History of the Factory

A royal connection, blue waves and countless brushstrokes are just some of the main ingredients in the history of Royal Copenhagen, which began back in 1775.


“The Danish Porcelain Factory” is founded as a limited company under the patronage of the Queen Dowager Juliane Marie, Crown Prince Frederik and King Christian VII. The factory is established at St. Kjøbmagergade 50 and in accordance with the Queen’s wishes, the factory adopts three wavy lines as its trademark, symbolising the Great Belt, the Little Belt and Øresund. The Blue Fluted dinnerware is the first pattern produced by the porcelain factory. Hence, the identification printed on the bottom of each piece is no. 1.


The factory’s finances are in a wretched state as a result of building up stock instead of selling it. King Christian VII takes over financial responsibility. The factory changes its name to “The Royal Danish Porcelain Factory” (Den Kongelige Danske Porcelainsfabrik). 

1790 - Flora Danica

The Flora Danica collection is named after the botanical encyclopaedia of the same name, created in 1761. The first Flora Danica dinner service was commissioned by Crown Prince Frederik on behalf of King Christian VII of Denmark as a gift for Empress Catherine II (the Great) of Russia. To this day, Flora Danica remains one of the finest examples of European art from the golden age of porcelain. Flora Danica is still made by hand in Denmark.


The Royal Porcelain Factory is privatised. The first female porcelain painter is employed and the craft of hand painting porcelain gradually becomes women’s work.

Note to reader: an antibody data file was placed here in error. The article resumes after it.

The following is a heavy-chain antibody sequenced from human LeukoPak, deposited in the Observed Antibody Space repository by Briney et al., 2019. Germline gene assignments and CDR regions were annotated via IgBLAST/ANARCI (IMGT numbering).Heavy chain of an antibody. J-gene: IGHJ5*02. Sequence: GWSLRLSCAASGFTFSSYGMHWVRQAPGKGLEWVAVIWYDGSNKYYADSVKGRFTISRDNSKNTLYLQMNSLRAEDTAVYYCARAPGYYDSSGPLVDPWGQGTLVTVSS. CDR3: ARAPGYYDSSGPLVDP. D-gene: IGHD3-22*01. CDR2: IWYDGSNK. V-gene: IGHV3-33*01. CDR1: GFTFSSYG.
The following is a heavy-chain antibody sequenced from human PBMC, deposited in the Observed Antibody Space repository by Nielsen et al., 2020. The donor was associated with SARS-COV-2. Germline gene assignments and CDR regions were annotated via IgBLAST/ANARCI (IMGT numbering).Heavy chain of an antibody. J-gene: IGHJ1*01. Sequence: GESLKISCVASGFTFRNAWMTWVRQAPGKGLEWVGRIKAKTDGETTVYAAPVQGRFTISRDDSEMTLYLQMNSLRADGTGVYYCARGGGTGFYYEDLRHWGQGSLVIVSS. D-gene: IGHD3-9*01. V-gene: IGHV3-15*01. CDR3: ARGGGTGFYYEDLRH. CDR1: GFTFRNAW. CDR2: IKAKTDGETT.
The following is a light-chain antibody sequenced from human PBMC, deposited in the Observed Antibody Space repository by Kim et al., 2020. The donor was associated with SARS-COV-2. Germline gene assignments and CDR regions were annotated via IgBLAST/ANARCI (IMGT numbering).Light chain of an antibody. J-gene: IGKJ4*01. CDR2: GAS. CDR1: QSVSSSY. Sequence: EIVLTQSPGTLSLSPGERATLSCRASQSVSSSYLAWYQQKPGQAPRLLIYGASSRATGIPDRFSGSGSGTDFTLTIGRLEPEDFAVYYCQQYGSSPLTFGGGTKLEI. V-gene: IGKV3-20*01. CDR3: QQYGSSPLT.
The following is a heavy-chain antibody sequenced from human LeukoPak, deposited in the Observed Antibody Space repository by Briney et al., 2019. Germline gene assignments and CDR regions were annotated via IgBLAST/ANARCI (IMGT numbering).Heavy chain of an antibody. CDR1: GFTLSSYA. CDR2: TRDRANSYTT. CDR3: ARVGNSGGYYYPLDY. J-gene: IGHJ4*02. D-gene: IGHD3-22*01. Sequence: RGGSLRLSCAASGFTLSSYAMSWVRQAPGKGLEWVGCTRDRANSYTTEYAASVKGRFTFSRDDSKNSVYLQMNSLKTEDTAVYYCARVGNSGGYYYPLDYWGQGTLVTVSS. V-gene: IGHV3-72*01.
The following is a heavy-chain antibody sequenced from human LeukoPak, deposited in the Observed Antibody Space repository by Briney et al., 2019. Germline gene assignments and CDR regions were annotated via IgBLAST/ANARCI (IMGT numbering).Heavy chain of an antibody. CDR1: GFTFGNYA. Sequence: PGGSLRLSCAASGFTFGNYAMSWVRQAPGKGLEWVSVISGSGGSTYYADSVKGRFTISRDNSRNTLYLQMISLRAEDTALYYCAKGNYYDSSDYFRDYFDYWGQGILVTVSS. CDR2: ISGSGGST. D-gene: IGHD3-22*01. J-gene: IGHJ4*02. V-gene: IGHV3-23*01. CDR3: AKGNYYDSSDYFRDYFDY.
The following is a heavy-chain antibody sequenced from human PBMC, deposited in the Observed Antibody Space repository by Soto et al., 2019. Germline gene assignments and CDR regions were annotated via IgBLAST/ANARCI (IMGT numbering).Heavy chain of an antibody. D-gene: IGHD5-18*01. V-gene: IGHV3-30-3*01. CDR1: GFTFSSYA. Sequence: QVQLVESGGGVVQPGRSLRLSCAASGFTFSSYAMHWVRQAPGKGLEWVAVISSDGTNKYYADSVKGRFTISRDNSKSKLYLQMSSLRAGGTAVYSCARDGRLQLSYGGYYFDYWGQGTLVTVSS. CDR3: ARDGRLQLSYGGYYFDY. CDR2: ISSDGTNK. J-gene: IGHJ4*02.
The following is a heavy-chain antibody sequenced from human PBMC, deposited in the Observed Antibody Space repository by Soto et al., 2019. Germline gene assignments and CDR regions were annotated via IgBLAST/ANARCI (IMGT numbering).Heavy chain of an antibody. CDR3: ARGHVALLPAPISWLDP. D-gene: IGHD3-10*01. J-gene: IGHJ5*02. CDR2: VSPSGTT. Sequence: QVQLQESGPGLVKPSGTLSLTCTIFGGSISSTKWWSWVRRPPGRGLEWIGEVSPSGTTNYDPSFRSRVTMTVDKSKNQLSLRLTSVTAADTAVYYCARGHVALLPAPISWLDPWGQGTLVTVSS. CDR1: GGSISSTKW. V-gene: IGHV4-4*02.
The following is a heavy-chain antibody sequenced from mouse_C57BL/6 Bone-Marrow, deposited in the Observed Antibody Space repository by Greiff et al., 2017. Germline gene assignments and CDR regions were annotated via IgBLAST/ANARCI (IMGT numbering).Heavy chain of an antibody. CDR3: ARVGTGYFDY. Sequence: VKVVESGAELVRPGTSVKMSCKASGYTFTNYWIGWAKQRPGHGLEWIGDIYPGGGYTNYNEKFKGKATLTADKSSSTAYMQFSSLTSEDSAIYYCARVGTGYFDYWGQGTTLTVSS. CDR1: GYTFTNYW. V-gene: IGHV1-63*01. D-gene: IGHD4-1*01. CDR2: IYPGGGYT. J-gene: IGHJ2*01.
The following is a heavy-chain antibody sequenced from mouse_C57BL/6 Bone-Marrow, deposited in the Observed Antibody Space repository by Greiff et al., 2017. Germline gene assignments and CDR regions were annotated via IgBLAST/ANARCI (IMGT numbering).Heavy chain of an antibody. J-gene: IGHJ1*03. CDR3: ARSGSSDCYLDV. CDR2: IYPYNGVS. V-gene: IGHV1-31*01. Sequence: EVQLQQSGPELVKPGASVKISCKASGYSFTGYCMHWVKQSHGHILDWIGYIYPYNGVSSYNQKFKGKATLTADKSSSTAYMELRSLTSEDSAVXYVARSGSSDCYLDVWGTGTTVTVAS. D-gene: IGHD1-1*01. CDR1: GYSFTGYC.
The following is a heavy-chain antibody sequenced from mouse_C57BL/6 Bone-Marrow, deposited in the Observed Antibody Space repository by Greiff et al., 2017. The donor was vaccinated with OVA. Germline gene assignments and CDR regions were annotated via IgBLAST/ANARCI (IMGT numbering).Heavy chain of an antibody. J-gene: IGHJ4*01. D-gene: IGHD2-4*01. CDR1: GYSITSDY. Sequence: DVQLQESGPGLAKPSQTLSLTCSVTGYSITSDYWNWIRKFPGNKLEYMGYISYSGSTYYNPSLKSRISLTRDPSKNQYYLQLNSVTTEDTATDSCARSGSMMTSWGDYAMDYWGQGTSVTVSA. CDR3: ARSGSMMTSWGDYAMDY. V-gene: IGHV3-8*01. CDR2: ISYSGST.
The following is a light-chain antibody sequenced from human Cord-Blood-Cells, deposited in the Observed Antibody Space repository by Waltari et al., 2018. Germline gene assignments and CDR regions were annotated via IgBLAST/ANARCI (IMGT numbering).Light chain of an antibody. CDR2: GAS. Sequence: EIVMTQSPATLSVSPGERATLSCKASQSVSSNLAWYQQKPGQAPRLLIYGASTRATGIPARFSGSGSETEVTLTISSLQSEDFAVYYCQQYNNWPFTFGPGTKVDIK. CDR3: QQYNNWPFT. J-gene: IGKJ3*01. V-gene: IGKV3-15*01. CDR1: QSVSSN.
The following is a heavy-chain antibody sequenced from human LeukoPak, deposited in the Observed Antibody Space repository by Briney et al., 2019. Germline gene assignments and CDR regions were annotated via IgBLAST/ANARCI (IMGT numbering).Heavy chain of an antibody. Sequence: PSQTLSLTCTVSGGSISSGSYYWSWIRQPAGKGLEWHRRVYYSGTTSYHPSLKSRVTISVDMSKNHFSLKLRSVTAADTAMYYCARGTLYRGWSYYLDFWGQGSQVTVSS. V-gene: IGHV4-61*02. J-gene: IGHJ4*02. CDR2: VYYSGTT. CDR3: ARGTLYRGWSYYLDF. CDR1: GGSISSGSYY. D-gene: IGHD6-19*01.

A young architect named Arnold Krog is appointed artistic director in an effort to revitalise the factory. Krog’s first step in breathing new life into the world of royal Danish porcelain is to further develop the technique for painting under the glaze, making it possible to depict landscapes and naturalistic decorations on the porcelain. He focuses on the factory’s Pattern No. 1., Blue Fluted, and would soon become known world-wide for his work.


Arnold Krog’s underglaze is awarded the Grand Prix at the World Fair in Paris and the porcelain factory expands into the world with store openings in Paris, New York and London. 


The Royal Danish Porcelain Factory moves its Flagship Store to its current address at Amagertorv 6 in the heart of Copenhagen. A beautiful renaissance building from 1616 and one of Copenhagen’s oldest houses.


The Danish Modern period. The dinner services and individual pieces are created by artists such as Thorkild Olsen, Axel Salto, Gertrud Vasegaard, Erik Magnussen, Henning Koppel and Grethe Meyer. The style is modern, simple and romantic.


Royal Copenhagen celebrates its 225th anniversary by launching a new dinner service, Blue Fluted Mega, created by young design student Karen Kjældgård-Larsen. Blue Fluted Mega is an exciting revitalisation of the factory’s oldest pattern and a refreshing take on the hand-painted tradition. Karen Kjældgård-Larsen gives the classic blue fluted pattern fresh impact by enlarging selected details of the original design.


Royal Copenhagen continues to elevate classic porcelain with a design philosophy that is forever anchored in more than 200 years of history. While collaborations with contemporary and inspired minds such as, Louise Campbell, KiBiSi, Wouter Dolk and GamFratesi may bring new patterns, colours and shapes to the Royal Copenhagen universe, the collections continue to pay tribute to the proud heritage.